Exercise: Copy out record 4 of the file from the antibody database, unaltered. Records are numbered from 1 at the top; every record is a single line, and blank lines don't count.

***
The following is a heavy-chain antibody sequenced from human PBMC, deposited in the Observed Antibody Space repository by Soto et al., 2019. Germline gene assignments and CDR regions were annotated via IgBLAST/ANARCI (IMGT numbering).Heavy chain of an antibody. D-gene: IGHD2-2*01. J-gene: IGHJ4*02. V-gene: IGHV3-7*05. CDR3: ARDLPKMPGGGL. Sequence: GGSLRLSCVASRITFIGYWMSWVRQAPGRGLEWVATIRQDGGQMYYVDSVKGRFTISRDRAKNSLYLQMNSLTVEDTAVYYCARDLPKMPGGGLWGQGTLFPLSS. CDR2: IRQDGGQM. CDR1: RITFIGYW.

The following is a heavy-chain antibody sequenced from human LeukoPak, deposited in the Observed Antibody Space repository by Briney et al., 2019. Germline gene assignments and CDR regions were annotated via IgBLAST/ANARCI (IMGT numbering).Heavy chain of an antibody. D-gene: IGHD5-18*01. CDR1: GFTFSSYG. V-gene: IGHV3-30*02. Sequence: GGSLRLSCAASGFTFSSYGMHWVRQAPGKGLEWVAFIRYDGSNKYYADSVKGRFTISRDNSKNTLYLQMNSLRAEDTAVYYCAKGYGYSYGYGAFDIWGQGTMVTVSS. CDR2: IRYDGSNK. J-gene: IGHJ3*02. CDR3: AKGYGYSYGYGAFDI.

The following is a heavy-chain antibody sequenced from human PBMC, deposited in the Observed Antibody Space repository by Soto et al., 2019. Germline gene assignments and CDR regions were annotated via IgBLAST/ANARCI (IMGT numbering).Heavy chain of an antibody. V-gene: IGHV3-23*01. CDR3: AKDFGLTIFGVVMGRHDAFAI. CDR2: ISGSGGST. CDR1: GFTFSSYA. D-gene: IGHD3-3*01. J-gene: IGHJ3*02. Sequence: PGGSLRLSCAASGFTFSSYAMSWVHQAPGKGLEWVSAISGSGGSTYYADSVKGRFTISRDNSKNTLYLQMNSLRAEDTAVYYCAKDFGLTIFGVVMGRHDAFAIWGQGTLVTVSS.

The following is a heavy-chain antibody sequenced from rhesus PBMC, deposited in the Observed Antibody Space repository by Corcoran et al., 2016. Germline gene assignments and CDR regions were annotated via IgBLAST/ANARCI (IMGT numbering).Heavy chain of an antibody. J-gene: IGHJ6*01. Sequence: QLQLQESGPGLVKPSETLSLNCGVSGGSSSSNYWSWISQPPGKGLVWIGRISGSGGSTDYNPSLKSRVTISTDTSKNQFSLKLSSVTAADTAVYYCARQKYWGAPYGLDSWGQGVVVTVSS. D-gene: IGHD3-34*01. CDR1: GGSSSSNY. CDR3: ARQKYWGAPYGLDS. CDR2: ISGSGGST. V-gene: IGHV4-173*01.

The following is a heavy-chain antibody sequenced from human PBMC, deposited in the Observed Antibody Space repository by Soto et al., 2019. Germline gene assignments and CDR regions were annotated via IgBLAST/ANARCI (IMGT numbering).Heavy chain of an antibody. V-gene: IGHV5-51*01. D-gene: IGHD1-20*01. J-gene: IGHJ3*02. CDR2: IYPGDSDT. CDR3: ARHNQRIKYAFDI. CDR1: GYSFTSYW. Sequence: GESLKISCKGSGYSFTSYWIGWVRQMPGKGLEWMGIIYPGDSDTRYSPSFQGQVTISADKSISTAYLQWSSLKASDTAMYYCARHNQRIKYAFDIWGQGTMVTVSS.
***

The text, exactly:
The following is a heavy-chain antibody sequenced from rhesus PBMC, deposited in the Observed Antibody Space repository by Corcoran et al., 2016. Germline gene assignments and CDR regions were annotated via IgBLAST/ANARCI (IMGT numbering).Heavy chain of an antibody. J-gene: IGHJ6*01. Sequence: QLQLQESGPGLVKPSETLSLNCGVSGGSSSSNYWSWISQPPGKGLVWIGRISGSGGSTDYNPSLKSRVTISTDTSKNQFSLKLSSVTAADTAVYYCARQKYWGAPYGLDSWGQGVVVTVSS. D-gene: IGHD3-34*01. CDR1: GGSSSSNY. CDR3: ARQKYWGAPYGLDS. CDR2: ISGSGGST. V-gene: IGHV4-173*01.